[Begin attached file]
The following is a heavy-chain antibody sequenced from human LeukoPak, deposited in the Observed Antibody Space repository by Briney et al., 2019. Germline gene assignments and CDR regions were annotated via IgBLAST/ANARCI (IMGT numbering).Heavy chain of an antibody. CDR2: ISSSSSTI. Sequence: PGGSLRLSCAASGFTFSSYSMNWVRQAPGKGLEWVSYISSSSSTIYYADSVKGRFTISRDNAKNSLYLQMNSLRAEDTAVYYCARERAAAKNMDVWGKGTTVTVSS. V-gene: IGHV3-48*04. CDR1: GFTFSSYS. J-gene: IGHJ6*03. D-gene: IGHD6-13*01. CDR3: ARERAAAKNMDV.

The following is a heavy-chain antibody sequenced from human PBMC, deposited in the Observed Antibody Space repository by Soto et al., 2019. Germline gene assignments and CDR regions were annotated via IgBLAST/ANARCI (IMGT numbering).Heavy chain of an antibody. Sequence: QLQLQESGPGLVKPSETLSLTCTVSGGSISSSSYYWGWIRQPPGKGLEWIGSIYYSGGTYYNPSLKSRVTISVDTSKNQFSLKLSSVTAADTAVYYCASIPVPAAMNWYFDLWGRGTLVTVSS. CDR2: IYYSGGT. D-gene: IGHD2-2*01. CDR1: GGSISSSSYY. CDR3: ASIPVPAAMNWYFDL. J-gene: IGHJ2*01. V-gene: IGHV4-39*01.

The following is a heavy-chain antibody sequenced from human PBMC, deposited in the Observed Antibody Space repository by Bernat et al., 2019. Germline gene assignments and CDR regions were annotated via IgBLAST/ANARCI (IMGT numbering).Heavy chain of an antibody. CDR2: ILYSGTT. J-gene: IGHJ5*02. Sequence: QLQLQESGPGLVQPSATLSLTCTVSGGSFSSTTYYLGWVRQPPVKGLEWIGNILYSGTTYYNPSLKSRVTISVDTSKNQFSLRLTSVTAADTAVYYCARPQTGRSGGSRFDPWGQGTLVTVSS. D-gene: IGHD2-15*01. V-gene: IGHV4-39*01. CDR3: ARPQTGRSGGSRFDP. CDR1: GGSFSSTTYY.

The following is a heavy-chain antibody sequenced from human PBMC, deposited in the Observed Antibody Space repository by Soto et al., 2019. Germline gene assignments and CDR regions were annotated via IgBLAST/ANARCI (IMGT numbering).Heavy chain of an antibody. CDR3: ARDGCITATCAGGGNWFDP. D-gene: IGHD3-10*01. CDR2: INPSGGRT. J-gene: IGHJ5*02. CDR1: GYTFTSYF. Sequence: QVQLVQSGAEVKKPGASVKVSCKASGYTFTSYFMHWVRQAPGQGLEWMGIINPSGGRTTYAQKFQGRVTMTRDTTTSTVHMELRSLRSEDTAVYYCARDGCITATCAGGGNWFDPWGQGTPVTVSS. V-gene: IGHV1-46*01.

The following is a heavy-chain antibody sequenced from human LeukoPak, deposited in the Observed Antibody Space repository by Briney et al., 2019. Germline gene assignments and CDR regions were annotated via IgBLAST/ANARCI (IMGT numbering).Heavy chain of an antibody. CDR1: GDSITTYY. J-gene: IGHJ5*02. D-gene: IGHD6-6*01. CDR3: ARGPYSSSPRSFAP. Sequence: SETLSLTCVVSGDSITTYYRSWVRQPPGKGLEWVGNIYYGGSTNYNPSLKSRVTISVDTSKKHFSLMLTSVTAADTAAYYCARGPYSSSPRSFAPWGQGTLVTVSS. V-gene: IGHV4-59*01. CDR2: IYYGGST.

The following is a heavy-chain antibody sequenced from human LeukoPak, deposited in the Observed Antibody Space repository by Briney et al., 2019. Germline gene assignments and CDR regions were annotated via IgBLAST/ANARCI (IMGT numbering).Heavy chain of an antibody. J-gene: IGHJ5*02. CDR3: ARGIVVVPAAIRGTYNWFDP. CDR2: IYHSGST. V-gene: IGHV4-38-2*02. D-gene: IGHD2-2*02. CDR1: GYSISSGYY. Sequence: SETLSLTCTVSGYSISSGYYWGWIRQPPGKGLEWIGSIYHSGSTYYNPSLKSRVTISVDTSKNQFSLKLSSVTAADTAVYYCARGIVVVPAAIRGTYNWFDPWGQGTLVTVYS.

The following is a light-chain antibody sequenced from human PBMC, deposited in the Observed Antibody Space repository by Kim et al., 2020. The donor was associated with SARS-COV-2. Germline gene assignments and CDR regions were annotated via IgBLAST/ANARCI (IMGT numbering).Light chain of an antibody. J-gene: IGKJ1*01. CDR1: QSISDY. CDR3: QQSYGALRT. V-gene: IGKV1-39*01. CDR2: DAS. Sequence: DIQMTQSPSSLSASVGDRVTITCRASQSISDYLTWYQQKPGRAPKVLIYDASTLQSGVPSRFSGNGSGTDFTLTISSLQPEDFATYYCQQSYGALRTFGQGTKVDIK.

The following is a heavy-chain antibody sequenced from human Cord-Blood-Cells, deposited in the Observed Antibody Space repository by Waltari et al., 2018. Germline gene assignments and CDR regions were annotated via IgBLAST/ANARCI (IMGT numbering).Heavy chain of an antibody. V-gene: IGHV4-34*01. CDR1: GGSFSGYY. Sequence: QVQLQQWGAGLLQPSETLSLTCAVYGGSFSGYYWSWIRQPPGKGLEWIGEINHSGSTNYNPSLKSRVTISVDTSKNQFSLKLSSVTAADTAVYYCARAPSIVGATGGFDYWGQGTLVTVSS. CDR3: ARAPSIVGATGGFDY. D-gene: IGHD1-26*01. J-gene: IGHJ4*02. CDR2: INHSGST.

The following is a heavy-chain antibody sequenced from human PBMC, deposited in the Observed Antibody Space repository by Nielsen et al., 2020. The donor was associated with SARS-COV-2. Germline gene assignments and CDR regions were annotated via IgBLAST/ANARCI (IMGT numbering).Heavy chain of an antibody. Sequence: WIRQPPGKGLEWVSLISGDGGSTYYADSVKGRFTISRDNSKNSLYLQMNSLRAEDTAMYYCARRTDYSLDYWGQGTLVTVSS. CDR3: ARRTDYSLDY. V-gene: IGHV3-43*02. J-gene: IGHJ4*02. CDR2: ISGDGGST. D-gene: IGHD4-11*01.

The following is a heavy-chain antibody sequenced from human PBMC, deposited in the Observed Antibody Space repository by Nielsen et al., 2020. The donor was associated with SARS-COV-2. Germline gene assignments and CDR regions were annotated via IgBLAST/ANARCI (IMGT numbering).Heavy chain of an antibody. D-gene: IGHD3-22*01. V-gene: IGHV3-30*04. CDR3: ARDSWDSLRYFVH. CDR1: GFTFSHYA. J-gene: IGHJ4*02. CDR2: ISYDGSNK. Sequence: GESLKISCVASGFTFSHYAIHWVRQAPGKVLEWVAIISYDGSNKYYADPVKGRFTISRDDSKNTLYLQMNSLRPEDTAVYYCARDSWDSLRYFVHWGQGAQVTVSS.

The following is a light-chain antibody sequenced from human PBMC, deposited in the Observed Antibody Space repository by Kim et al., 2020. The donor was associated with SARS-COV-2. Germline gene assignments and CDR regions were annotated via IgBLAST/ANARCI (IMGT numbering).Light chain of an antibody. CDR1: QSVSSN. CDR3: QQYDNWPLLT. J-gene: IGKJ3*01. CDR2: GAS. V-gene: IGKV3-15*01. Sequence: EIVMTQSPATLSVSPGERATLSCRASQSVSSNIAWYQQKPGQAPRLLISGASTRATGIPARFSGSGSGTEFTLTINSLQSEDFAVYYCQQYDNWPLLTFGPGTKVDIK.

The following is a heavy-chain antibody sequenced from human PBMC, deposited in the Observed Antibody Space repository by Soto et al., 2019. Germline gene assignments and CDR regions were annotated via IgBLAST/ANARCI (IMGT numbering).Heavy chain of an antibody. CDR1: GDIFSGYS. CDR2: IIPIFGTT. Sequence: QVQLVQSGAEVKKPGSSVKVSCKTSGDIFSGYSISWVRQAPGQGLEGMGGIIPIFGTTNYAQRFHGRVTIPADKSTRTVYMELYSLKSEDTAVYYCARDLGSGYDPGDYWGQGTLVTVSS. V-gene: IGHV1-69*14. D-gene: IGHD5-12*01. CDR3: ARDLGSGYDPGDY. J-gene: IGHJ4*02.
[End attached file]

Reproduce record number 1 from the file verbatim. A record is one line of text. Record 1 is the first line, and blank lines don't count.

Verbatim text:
The following is a heavy-chain antibody sequenced from human LeukoPak, deposited in the Observed Antibody Space repository by Briney et al., 2019. Germline gene assignments and CDR regions were annotated via IgBLAST/ANARCI (IMGT numbering).Heavy chain of an antibody. CDR2: ISSSSSTI. Sequence: PGGSLRLSCAASGFTFSSYSMNWVRQAPGKGLEWVSYISSSSSTIYYADSVKGRFTISRDNAKNSLYLQMNSLRAEDTAVYYCARERAAAKNMDVWGKGTTVTVSS. V-gene: IGHV3-48*04. CDR1: GFTFSSYS. J-gene: IGHJ6*03. D-gene: IGHD6-13*01. CDR3: ARERAAAKNMDV.